Population health models illustrate the need for intersectoral activities in developing and implementing programs to improve the population’s health, and make obvious the inherent limits of public health programs undertaken without explicit attention to contextual influences (such as public policies, culture, and the natural environment) and community influences (such as material resources, collective lifestyles and health practices, social interactions, the built environment, health services, and biological characteristics). Models of population health can also enrich public health practice by providing evaluative frameworks for program design and implementation.

Active discussion of models of population health can also improve the practice of public health surveillance and health statistics in the United States. With some notable exceptions, the current ongoing collection, analysis, and reporting of health data by national and state health agencies largely reflect a lack of consideration of multiple contextual influences on population health. Ongoing measurement now focuses primarily on single particular diseases in individuals, with inadequate attention to functional status, well-being, and comorbidities. Disease and other manifestations of ill health are often interpreted as individual rather than population phenomena, with the underlying and erroneous assumption that populations and individuals are influenced by various factors in the same ways. Ongoing surveillance and health statistics databases are inadequate for understanding the reasons for health disparities across population subgroups.

Widespread use of models of population health could reorient the practice of surveillance and health statistics in the United States to provide this needed understanding of the reasons for health disparities among population subgroups. The use of population health models could also encourage the development of a more balanced portfolio of data reflecting both the wide range of influences on population health and the need for a wider range of measures of population health.

As with public health programs, surveillance, and health statistics, public health research also may be informed and guided by models of population health. Especially important is research explicitly focusing upon population health—rather than individual health—as the outcome of interest, and population health as manifested at different stages of the life cycle.32–36 Similarly important in public health research is the definition of population health outcomes as extending beyond diseases to also include functional status and well-being, both physical and mental.37,38

The use of models of population health can help to focus on the importance of considering the full range of influences on a population’s health,39 including the society’s political context and the role of public policies and laws directed toward multiple sectors, enfranchisement, and community empowerment.40 Research guided by models of population health would explore simultaneously the nature and strength of interactions among multiple factors influencing population health, rather than merely examining the relationship between population health and factors selected according to the particular interests of researchers.41 Such research on influences would be informed by the recognition that influencing factors may operate differentially over time, in different settings, and at different geopolitical levels.41–45 Multilevel models of population health are needed to explore differences in the relative strength of influencing factors and their interactions at these different levels.44,46–51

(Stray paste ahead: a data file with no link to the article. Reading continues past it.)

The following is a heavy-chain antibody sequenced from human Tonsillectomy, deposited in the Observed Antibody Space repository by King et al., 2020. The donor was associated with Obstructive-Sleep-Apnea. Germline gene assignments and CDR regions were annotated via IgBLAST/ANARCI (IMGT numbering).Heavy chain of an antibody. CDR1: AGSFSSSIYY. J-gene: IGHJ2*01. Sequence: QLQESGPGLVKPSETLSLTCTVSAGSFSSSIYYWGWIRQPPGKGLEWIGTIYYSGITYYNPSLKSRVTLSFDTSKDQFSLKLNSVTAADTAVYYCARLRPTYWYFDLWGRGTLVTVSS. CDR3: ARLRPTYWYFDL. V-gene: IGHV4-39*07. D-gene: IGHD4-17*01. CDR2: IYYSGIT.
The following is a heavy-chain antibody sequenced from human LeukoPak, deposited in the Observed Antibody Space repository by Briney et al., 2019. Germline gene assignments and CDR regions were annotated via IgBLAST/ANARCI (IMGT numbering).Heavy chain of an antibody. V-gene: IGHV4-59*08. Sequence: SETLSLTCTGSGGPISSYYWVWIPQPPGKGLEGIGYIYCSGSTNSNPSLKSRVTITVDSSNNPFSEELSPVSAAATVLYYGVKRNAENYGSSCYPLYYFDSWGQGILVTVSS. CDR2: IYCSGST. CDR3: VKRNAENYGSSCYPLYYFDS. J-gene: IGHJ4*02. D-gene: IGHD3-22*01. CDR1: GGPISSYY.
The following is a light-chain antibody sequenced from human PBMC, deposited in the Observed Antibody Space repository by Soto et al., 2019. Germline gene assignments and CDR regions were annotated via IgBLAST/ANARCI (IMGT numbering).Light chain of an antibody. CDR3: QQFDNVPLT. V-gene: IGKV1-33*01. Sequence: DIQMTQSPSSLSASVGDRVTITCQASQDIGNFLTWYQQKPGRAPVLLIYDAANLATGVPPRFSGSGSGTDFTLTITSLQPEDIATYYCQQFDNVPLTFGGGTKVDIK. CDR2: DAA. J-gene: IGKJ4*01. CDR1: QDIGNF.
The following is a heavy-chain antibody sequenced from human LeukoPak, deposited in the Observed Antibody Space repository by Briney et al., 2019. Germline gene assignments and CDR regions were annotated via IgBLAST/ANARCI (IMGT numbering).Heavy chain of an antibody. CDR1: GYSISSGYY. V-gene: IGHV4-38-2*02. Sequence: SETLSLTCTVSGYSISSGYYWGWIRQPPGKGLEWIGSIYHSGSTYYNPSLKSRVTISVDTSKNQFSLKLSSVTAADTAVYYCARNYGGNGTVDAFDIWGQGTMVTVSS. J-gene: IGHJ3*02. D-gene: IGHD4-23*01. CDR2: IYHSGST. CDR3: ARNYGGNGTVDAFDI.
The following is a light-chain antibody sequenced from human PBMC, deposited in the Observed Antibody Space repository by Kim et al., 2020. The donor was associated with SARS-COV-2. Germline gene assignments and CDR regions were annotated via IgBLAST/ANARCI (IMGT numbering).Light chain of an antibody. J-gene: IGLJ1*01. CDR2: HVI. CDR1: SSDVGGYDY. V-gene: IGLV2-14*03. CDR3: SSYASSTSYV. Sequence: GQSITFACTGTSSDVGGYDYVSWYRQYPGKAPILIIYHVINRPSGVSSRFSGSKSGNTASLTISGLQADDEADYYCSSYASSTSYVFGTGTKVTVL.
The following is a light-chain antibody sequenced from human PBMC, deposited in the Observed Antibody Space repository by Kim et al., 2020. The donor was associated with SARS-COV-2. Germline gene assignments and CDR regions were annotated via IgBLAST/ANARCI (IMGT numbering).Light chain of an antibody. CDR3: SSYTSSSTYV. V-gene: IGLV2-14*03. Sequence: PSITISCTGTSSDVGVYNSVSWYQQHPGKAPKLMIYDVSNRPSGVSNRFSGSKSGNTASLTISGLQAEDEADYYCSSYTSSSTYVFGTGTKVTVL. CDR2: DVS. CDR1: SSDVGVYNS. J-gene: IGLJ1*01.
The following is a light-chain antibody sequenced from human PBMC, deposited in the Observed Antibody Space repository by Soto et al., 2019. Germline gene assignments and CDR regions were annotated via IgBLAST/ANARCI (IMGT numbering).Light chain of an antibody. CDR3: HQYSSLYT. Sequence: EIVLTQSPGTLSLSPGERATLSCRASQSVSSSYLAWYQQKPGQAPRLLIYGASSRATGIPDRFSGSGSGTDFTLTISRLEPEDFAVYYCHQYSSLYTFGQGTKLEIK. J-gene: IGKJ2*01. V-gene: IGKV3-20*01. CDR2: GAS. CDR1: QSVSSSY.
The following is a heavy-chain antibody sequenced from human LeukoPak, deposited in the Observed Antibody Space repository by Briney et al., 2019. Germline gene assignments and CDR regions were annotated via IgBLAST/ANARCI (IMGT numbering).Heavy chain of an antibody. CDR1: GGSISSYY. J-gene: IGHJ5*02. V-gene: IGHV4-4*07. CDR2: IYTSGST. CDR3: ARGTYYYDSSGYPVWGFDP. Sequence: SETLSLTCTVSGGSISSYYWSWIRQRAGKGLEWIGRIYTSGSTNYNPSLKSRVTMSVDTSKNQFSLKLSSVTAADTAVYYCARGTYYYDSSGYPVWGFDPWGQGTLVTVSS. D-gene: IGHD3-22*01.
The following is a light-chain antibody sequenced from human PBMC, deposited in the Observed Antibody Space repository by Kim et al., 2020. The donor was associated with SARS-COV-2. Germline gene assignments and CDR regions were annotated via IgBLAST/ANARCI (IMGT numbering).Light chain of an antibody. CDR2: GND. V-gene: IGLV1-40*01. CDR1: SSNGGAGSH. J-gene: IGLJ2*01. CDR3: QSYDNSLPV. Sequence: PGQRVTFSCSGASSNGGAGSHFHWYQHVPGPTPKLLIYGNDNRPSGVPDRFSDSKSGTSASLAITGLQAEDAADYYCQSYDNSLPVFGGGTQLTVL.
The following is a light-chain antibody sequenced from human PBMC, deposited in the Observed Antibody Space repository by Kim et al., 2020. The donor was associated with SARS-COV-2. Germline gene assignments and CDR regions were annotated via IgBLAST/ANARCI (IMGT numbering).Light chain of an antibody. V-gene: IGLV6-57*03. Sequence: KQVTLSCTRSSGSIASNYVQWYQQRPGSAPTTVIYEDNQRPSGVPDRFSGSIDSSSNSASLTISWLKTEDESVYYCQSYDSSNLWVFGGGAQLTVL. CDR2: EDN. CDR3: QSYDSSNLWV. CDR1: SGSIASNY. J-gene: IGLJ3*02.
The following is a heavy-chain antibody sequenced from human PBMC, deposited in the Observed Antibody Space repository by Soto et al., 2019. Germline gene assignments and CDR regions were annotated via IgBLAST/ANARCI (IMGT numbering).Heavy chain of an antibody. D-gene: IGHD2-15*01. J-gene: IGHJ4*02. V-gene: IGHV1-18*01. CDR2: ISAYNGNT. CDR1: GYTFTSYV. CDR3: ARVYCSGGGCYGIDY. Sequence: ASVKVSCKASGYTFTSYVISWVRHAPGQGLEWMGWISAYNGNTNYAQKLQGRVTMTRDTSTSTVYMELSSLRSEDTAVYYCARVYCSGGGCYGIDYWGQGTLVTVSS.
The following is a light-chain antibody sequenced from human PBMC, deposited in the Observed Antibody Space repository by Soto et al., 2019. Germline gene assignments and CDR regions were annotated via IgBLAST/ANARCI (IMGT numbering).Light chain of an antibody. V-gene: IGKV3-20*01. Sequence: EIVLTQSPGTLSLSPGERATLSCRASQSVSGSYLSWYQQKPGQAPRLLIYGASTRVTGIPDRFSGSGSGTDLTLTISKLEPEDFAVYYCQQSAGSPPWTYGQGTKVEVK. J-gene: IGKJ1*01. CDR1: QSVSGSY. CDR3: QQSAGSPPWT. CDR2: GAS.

A focus on the multiplicity of influences on population health and their interactions must also be accompanied by a clearer distinction between individual and population health and efforts to improve the assessment of population health in the health statistics enterprise. Finally, both point-in-time and longitudinal research must seek to identify differential influences on population health among different populations and subpopulations.52

Evans and Stoddart, Glouberman and Millar, and Kickbusch indicate how the use of models of population health has effected changes in public health practice and policy in Canada and some European countries. Disagreement exists about the extent, nature, and value of those changes.53–55 However, we believe that vigorously debating existing models of population health and perhaps developing additional models particularly suited to the contemporary United States can reorient and enrich public health programs, surveillance and health statistics, and research.

Some of this reorientation has already begun. The US National Committee on Vital and Health Statistics, the congressionally mandated public advisory body on health information policy to the secretary of the US Department of Health and Human Services, has sought to advance the use of a population health framework and models of population health in its recent report, Shaping a Health Statistics Vision for the 21st Century.56 The National Institutes of Health has also sought to advance a population health agenda in its report Progress and Promise in Research on Social and Cultural Dimensions of Health: A Research Agenda.48 We hope that the collection of articles in this issue of the American Journal of Public Health can contribute further to stimulating discussion and debate in the United States over models of population health.

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Daniel J. Friedman, PhD, and Barbara Starfield, MD, MPH Daniel J. Friedman is with the Bureau of Health Statistics, Research and Evaluation, Massachusetts Department of Public Health, Boston. Barbara Starfield is with the Johns Hopkins Bloomberg School of Public Health, Baltimore, Md. “Models of Population Health: Their Value for US Public Health Practice, Policy, and Research”, American Journal of Public Health 93, no. 3 (March 1, 2003): pp. 366-369.

https://doi.org/10.2105/AJPH.93.3.366

PMID: 12604473